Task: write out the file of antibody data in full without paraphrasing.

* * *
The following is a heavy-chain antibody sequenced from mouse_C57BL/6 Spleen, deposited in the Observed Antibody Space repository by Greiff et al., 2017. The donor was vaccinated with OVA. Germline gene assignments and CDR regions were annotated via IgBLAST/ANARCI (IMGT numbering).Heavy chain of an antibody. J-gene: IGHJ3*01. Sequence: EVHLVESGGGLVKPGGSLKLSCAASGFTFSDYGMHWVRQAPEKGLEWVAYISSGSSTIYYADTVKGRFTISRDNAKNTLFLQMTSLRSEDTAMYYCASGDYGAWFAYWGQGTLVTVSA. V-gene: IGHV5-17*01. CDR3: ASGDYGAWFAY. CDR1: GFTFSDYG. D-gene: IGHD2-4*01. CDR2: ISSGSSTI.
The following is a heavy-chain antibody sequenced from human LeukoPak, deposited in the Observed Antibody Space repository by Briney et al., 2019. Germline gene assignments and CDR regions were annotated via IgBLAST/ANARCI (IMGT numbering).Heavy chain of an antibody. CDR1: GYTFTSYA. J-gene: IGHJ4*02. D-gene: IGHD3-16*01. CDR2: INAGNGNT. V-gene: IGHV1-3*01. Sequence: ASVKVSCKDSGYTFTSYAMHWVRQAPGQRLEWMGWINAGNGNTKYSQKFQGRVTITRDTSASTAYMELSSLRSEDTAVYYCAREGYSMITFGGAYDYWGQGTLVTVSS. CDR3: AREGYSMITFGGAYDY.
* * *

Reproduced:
The following is a heavy-chain antibody sequenced from mouse_C57BL/6 Spleen, deposited in the Observed Antibody Space repository by Greiff et al., 2017. The donor was vaccinated with OVA. Germline gene assignments and CDR regions were annotated via IgBLAST/ANARCI (IMGT numbering).Heavy chain of an antibody. J-gene: IGHJ3*01. Sequence: EVHLVESGGGLVKPGGSLKLSCAASGFTFSDYGMHWVRQAPEKGLEWVAYISSGSSTIYYADTVKGRFTISRDNAKNTLFLQMTSLRSEDTAMYYCASGDYGAWFAYWGQGTLVTVSA. V-gene: IGHV5-17*01. CDR3: ASGDYGAWFAY. CDR1: GFTFSDYG. D-gene: IGHD2-4*01. CDR2: ISSGSSTI.
The following is a heavy-chain antibody sequenced from human LeukoPak, deposited in the Observed Antibody Space repository by Briney et al., 2019. Germline gene assignments and CDR regions were annotated via IgBLAST/ANARCI (IMGT numbering).Heavy chain of an antibody. CDR1: GYTFTSYA. J-gene: IGHJ4*02. D-gene: IGHD3-16*01. CDR2: INAGNGNT. V-gene: IGHV1-3*01. Sequence: ASVKVSCKDSGYTFTSYAMHWVRQAPGQRLEWMGWINAGNGNTKYSQKFQGRVTITRDTSASTAYMELSSLRSEDTAVYYCAREGYSMITFGGAYDYWGQGTLVTVSS. CDR3: AREGYSMITFGGAYDY.